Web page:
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The winds of change are on the table 

BARRINGTON – The explorers of wind power here gathered around six tables pushed together and focused on questions that might determine whether it’s worthwhile to power some Barrington buildings using a wind turbine or turbines.

There are many questions to tackle, and the Wind Power Exploratory Committee agreed last night at its meeting at the public library to create four subcommittees made up of its members. A siting subcommittee will look at potential locations, among other things, and other subcommittees will focus on technology and engineering, cost, and the stakeholders in town.

Subcommittees were slated to meet on different days over the next week and a half and report back when the full exploratory committee meets again in two weeks.

The 26-member exploratory committee will eventually report its findings to the Town Council. The council has authority over how to act on the information.

“What we are trying to do is get the best possible information available to the Town Council,” said Richard Asinof, chairman of the Wind Power Exploratory Committee.

Depending on a subcommittee’s focus, some questions may include how long it would realistically take to get a turbine, should town officials choose to pursue one; the availability of financing for a turbine; the electrical loads of certain town buildings and a potential grouping of those buildings; the engineering that would be required for a wind system.

Asinof said the stakeholders subcommittee will look at some important issues, including helping the public to better understand the subject and identifying who are the various stakeholders.

Discussion last night suggested it would be important to see not only whether there are “quantitative” benefits to wind power but quality-of-life ones as well.

The committee also spoke of hearing from people who worked on installing the wind turbine at the Portsmouth Abbey School, in Portsmouth, and experts from the Massachusetts Renewable Energy Trust.

As the meeting concluded, Asinof thanked members for offering some different opinions on issues as the committee begins to delve into its tasks.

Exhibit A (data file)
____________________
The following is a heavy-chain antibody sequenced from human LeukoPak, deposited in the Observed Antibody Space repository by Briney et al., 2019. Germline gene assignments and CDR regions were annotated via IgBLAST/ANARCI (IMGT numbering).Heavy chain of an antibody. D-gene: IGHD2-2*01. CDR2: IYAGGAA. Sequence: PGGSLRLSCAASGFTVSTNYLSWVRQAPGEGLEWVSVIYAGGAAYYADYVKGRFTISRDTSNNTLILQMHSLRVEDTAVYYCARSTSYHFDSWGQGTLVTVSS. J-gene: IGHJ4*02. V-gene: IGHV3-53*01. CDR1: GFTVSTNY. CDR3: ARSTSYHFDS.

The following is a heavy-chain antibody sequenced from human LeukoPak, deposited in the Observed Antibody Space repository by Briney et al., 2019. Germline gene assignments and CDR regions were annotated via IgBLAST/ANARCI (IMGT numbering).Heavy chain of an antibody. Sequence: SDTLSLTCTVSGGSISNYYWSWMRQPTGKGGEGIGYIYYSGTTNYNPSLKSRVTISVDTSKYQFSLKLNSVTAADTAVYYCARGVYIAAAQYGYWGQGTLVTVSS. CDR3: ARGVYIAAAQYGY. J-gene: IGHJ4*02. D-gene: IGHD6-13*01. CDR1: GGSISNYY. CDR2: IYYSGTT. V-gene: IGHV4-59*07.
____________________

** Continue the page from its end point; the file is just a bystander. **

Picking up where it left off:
Barrington’s committee includes members from a spectrum of professions, such as a private investor, an engineer, a social studies teacher, and a physician. Establishing such a committee is a trend blowing through the region. Warren has set up a similar committee. The Jamestown Town Council is slated to appoint a wind committee this month.

Towns are looking at wind turbines, in part, as possible ways to save on the cost of electrical and other bills.

In Massachusetts, the Swansea school district is looking into whether wind could save energy costs.

Portsmouth is permitted to borrow up to $2.6 million in clean-energy bonds to build one or two turbines at its middle and high schools. Bristol voters, in a nonbinding November referendum, voted yes on whether the town should erect a wind turbine to reduce electricity use.

Governor Carcieri has spoken in support of having wind power accounting for more of the state’s energy supply.

“What we are trying to do is get the best possible information available to the Town Council.”

Richard Asino
Chairman of the Wind Power Exploratory Committee


By Michael P. McKinney

Journal Staff Writer


7 March 2007

This article is the work of the source indicated. Any opinions expressed in it are not necessarily those of National Wind Watch.

The copyright of this article resides with the author or publisher indicated. As part of its noncommercial educational effort to present the environmental, social, scientific, and economic issues of large-scale wind power development to a global audience seeking such information, National Wind Watch endeavors to observe “fair use” as provided for in section 107 of U.S. Copyright Law and similar “fair dealing” provisions of the copyright laws of other nations. Send requests to excerpt, general inquiries, and comments via e-mail.

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